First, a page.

What excites you the most about your job?
As a Professor and the founder of Brain Trainers Mental Fitness LLC, I love seeing how the right information can have a life-changing effect on people.
Please tell us about your interest in applied brain science. What areas are you most interested in? What motivated you to pursue work in your field?
I’m an educator first and foremost: I like to see people empowered with clear, accurate, and useful information about their brains. Just understanding more about diet, exercise and sleep could revolutionize our society. Beyond education, I’m especially interested in biofeedback, neurofeedback, mindfulness, mental athletics, and lucid dreaming.
What are 1–2 key things you’d like every person to understand regarding his/ her own brain and mind, that you think is commonly misrepresented or not addressed in the popular media?
People just expect too much of human memory. It’s not a recording device. I can’t count the number of times someone has come to me thinking there was something “wrong” with their memory, only to describe limitations that are perfectly normal. I’m considering putting this on my tombstone: “There is nothing wrong with you!”
Where do you see clear “low-hanging fruit” to enhance behavioral and brain health based on neuroscience and innovation?
I may be biased, but I believe that education is the best low-hanging fruit around. If people don’t know about the typical limitations of our brain, they can’t set reasonable expectations, nor can they develop workaround strategies to improve performance. There is clear, accurate, and useful information available. We just need to disseminate it.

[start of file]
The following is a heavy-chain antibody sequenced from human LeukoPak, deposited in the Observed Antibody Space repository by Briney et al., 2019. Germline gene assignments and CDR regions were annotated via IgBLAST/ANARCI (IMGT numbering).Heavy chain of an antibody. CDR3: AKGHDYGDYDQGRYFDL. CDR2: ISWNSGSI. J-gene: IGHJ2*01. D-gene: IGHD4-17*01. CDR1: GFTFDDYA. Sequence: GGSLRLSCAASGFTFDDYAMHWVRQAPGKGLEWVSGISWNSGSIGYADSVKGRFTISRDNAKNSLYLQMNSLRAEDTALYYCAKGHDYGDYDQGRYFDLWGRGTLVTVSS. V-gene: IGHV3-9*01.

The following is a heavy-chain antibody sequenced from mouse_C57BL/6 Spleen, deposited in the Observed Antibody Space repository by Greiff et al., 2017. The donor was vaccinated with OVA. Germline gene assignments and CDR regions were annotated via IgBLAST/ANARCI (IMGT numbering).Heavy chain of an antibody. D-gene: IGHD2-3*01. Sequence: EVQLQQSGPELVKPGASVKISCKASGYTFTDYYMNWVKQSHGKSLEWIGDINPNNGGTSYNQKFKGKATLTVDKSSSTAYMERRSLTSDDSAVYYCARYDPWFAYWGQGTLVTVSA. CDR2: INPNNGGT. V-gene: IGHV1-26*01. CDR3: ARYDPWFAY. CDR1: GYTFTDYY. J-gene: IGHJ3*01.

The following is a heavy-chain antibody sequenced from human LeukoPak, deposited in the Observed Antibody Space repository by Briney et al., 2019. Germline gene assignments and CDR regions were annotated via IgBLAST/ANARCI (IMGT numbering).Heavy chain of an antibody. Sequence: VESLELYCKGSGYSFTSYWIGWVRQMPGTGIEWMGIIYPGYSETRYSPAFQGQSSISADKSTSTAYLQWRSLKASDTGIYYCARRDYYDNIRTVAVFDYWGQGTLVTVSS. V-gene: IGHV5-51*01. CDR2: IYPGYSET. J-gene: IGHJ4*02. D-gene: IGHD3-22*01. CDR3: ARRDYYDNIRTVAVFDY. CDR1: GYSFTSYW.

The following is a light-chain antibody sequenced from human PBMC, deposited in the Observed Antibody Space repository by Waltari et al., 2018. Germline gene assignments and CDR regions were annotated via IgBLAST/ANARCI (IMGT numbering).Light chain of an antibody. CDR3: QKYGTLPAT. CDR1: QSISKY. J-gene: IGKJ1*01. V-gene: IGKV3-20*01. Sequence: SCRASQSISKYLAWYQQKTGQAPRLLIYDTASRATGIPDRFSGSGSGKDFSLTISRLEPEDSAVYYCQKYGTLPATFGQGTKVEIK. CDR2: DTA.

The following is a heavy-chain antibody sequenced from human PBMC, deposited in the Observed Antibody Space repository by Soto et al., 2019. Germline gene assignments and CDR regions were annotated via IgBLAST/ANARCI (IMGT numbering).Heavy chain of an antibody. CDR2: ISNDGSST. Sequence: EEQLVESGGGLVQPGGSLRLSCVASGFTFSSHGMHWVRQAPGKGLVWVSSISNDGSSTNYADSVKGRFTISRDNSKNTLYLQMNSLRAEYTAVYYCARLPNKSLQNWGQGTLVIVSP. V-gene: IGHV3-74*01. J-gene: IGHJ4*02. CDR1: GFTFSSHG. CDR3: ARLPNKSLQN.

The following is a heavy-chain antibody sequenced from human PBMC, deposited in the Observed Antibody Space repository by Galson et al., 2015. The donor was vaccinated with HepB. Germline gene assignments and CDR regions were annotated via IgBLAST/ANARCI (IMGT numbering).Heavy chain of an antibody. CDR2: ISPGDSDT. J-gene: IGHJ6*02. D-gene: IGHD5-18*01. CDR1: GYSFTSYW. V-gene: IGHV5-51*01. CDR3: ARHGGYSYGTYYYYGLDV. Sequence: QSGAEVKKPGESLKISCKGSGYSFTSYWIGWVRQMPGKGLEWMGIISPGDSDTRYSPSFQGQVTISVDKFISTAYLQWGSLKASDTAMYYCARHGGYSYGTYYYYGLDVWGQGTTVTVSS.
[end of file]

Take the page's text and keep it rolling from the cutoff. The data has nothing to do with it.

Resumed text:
What surprised you the most at the 2013 SharpBrains Virtual Summit?
I was most surprised by the other participants–I’ve often felt alone in my career, especially when I would hear about someone else “in the industry” only to discover they are peddling bad science. During the watercooler chats, everyone was so knowledgeable and passionate. I’ve looked up many since then, and haven’t seen one I wouldn’t endorse.
What is one important thing you are working on now, and where can people learn more about it?
I’m working on a simple approach for memory training that would work for students, seniors and mental athletes of any age. I will have more information to share next year.
Finally, what do YOU do to stay sharp?
So much! Every type of puzzle; lean protein, complex carbs and veggies; track sleep cycles and record dreams; avoid caffeine, nicotine and alcohol; take EVERY opportunity for novelty and mindfulness. Lately my wife and I started ballroom dancing, which is a good aerobic and mental workout. As the SharpBrains Guide emphasizes, what’s good for the heart is good for the brain, and what’s good for the brain is good for the heart!
—This conversation is part of the interview series with Speakers and Participants in the 2013 SharpBrains Virtual Summit (September 19–20th). Previous interviews include:
- Sandra Chapman: Using innovative thinking, and brain training, we can rewire the brain at every level
- Dharma Singh Khalsa: Why are yoga and meditation often overlooked for healthy brain aging?
- Cori Lathan: It’s time for an annual brain check-up, a “brain thermometer”
- Teresa Kennedy: Total health includes physical AND mental fitness